What kind of plant is overwatered monstera?
The Swiss cheese plant, or Monstera, is a great choice for interior design because of its distinctively sized leaves. However, if not properly cared for, the plant is susceptible to temperature changes and overwatering and may display unfavorable symptoms including drooping and discolored areas on the foliage. What are the symptoms of monstera overwatering, and how can you save the plant?
The yellowing, drooping, and development of brown patches on the leaves are indications of an overwatered monstera plant. To prevent root rot, repot the monstera in a potting mixture that drains properly. Lightly water the plant to keep the soil moist, and then wait until the top 2-3 inches of soil are completely dry before watering the plant again.
How can a Monstera plant be revived?
Watering should be your first line of defense when trying to resuscitate your monstera if you have been neglecting it. However, be sure it genuinely needs watering before you overwater it—surprisingly, too much affection can sometimes kill plants suddenly! It’s likely that your Monstera needs watering if the leaves have grown to be dry and brown and the soil is light and dry. Use a moisture meter to determine whether the soil around your Monstera has too much or not enough moisture.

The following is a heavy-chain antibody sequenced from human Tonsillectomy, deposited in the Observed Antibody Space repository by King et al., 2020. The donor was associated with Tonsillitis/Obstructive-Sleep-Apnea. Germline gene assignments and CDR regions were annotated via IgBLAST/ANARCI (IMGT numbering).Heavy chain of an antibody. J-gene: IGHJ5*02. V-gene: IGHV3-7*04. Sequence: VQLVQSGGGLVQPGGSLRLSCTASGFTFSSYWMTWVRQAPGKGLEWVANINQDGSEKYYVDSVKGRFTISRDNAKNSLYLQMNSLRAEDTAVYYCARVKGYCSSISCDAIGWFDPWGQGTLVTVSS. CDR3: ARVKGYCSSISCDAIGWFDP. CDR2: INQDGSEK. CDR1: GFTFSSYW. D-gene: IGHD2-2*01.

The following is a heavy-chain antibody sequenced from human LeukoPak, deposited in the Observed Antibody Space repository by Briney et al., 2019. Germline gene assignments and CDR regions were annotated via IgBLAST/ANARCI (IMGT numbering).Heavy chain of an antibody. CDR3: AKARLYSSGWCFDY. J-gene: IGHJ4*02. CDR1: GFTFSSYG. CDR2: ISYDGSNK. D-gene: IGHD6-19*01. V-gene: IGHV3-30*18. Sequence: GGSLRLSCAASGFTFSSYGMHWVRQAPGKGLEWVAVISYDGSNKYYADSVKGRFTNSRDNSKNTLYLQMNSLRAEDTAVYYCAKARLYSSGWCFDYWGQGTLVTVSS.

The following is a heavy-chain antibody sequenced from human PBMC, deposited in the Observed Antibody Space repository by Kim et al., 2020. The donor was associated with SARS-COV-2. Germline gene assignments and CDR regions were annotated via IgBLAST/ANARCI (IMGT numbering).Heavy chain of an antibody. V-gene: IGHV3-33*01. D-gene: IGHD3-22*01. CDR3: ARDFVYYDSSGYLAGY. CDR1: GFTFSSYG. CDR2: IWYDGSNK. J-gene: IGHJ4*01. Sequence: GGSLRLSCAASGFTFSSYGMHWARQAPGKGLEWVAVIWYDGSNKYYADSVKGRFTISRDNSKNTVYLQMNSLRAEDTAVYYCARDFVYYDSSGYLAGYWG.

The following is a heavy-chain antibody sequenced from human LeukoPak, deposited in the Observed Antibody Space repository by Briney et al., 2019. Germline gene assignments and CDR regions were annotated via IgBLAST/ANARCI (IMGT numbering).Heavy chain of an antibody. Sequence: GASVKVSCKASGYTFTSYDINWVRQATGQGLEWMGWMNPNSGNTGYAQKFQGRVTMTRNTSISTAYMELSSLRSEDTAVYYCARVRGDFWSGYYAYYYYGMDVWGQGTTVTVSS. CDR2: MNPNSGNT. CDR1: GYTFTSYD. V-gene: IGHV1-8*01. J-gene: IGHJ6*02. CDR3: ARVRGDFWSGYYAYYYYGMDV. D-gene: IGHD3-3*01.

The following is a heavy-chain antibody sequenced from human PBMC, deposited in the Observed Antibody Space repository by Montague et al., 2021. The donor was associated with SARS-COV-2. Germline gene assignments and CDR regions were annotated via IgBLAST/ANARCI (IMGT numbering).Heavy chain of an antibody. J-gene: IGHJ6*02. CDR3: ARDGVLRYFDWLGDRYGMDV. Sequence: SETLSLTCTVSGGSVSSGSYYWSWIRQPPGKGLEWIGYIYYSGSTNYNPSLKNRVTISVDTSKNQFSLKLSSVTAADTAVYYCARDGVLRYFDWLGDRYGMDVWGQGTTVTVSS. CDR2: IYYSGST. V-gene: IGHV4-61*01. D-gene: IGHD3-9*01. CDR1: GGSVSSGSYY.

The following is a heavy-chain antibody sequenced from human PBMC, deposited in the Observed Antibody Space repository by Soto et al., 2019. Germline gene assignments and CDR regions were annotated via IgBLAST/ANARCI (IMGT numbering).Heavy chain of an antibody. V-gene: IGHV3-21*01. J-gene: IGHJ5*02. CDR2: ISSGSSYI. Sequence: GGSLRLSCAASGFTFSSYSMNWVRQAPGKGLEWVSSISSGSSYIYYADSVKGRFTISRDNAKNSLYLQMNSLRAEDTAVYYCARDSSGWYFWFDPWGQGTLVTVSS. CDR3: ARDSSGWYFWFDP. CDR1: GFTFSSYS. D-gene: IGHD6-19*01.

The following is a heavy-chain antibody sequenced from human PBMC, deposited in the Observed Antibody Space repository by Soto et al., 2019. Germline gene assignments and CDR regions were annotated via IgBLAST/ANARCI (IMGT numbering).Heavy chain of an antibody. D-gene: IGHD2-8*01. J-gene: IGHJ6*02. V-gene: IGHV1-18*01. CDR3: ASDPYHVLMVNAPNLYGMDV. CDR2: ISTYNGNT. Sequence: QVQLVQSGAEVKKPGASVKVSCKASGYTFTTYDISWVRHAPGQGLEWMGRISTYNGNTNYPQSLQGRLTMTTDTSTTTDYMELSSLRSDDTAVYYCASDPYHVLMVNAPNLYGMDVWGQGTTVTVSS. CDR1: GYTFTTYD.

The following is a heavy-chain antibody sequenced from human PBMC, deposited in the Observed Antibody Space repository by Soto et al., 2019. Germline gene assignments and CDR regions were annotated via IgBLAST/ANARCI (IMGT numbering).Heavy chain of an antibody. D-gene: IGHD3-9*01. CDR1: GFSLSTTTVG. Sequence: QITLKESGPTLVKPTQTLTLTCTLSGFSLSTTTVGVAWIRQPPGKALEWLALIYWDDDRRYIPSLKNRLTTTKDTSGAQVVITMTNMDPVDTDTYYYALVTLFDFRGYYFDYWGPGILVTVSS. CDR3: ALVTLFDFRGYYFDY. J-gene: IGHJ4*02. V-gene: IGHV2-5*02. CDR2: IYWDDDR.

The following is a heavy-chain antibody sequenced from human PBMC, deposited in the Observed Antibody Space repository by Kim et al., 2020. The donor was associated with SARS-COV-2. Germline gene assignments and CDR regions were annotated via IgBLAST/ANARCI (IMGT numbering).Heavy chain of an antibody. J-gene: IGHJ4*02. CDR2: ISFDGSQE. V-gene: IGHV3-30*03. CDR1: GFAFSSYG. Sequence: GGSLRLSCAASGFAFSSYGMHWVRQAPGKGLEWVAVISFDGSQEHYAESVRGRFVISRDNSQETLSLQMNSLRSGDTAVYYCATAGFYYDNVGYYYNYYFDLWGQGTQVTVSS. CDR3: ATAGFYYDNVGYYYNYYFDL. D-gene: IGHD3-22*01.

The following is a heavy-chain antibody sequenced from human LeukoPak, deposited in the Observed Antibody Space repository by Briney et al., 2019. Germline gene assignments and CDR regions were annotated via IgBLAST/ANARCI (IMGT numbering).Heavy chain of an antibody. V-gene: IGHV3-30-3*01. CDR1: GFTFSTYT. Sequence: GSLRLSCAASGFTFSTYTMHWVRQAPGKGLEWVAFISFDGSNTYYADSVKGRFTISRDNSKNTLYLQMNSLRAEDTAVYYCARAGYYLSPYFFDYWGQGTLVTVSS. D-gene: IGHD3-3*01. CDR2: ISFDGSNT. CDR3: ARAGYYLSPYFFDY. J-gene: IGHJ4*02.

Hold out for a moment before rapidly giving your dying plant a bucket of water; there are some unique methods that can make your Monstera look and feel healthier.